Mount Mwanenguba

CMNTIPA033
Mount Mwanenguba

Country: Cameroon

Administrative region: Southwest and Littoral (Region)

Central co-ordinates: 5.02900 N, 9.83390 E

Area: 119km²

Qualifying IPA Criteria

A(i)Site contains one or more globally threatened species

IPA assessment rationale

Mount Mwanenguba qualifies as a potential IPA by virtue of several globally threatened plants that are partly reliant on this site for their survival. Greater surveying would undoubtedly record more threatened and endemic taxa. The site would also very likely qualify under criterion B(i), C(ii) or C(iii) for its important cloud forest and montane forest habitats.

Site description

Mt Mwanenguba is one of the highest peaks in Cameroon, located along the Cameroon Volcanic Line approximately 125 km inland, close to the large town of Nkongsamba. The site defined here incorporates and is larger than the proposed Integral Ecological Reserve of 52 km2 or Herpetological sanctuary of 47 km. It extends down to around 1,000 m on the southern slopes, nearly to Mwanenguba village in the southeast, and to c. 1,500m in the east above Nkongsamba, and also includes the western slopes down to the road around 1,300 m and the and Mwandon ("Etugé lakes") crater lakes region in the southwest. The Mount Manengouba Key Biodiversity Area, which covers 88 km2, includes a greater area to the north but appears badly degraded and we only include the northern upper slopes. Mwanenguba's caldera and crater lakes are relatively easily reached via a road from Bangem which ascends 800 m rather directly. The forested southern and eastern summit area is less accessible from Nkongsamba via Mwanenguba village or Manjo via Nsong village.

Botanical significance

Mt Mwanenguba is one of several biologically important sites along the Cameroon Volcanic Line. Compared to nearby Mt Kupé, Mt Nlonako and the Bakossi Mountains, less submontane forest has survived at Mt Mwanenguba but unlike the latter two sites it features genuinely montane (>1900 m) habitat, although this is perhaps less well preserved than that of Mt Kupé. The species list presented here is considerably shorter than those for Mt Kupé and Bakossi National Park, as the site was surveyed in a much more limited fashion by the RBG Kew-HNC-Earthwatch team (Cheek et al., 2004). Montane forest also tends to have fewer endemic species and more wide-ranging species than submontane forest. Nonetheless, the site is of great importance for these habitats, and features numerous globally threatened species.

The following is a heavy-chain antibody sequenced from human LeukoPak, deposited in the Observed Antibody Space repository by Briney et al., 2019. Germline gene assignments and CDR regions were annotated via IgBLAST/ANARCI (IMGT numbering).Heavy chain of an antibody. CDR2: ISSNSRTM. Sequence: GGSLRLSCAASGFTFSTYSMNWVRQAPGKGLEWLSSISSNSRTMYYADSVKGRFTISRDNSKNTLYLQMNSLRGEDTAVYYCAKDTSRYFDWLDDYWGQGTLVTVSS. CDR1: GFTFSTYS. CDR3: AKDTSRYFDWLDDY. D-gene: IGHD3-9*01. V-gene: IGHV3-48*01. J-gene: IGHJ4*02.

Beilschmiedia ndongensis (CR), Aframomum kodmin (EN) and Ledermanniella thaloidea (EN), collected near Ndoungue in the valley between Mt Mwanenguba and Mt Nlonako, are outside the boundary of the site as considered here but deserve mention. The former is considered globally endemic to this location, having only been collected once at 700-800 m over a century ago (Cheek et al., 2004; De Kok 2021). Every effort should be made to ensure habitat continuity between these mountains despite the difficulty of development along the valley. Some species, such as Impatiens letouzeyi (EN) are only recorded from the "Etugé" crater lakes region which is on the southwest slopes at around 1,200 m, outside the forest reserve and proposed herpetological sanctuary.

Habitat and geology

One of the major features of the Cameroon Volcanic Line, Mt Mwanenguba is a recent but extinct, multi-stage volcano rising above 2,400 m, and connected west- and southwards by 1,000+ m ridges to the Bakossi mountains and Mt Kupé, respectively. It is separated by the lower (700–800 m) Nkongsamba valley and Mbo Plain from, respectively, Mt Nlonako to the east and the Bamileke plateau and Bamboutos Mountains to the North. The summit region of Mwanenguba features the Eboga caldera with its twin, "male" and "female" crater lakes, plus various peaks east of the caldera rim including the 2,444 m summit pinnacle. Previous research interpreted the caldera as the collapsed remains of the Eboga stratovolcano, which had itself formed inside an earlier, poorly defined Elengoum caldera (Fitton & Dunlop, 1985). However, more recent interpretation by Pouclet et al. (2014) argues conclusively that the eastern Elengoum extrusive complex is more recent (0.89–0.7 Ma) than the older Eboga (0.94–0.89 Ma) stratovolcano and caldera. Both are built on an older but still recent (1.55–0.94 Ma) shield volcano, which evolved into the Eboga stratovolcano. The largely deforested western, southwestern and northwestern flanks correspond to the basaltic and intermediate flows from the Eboga stratovolcano, while the steep, forested southeastern slopes—which constitute most of the proposed Integral Ecological Sanctuary and Herpetological Sanctuary land—are based on pyroclastic, acidic trachytes. However, numerous yet more recent (0.5–0.1 Ma) cinder cones and lava flows are found on the flanks and covering the Eboga caldera, as well as constituting the 2,441 m summit pinnacle. These are mainly basaltic, with basanite, Hawaiite and mugearite predominant. Rocks from the shield stage, as well as pre-Mwanenguba lavas and uplifted basement rocks, occur mainly outside the area here considered (Pouclet et al., 2014). Andosols, rich in trace elements, are common across the mountain, resulting in large areas cleared for cultivation (Tefogoum et al., 2014).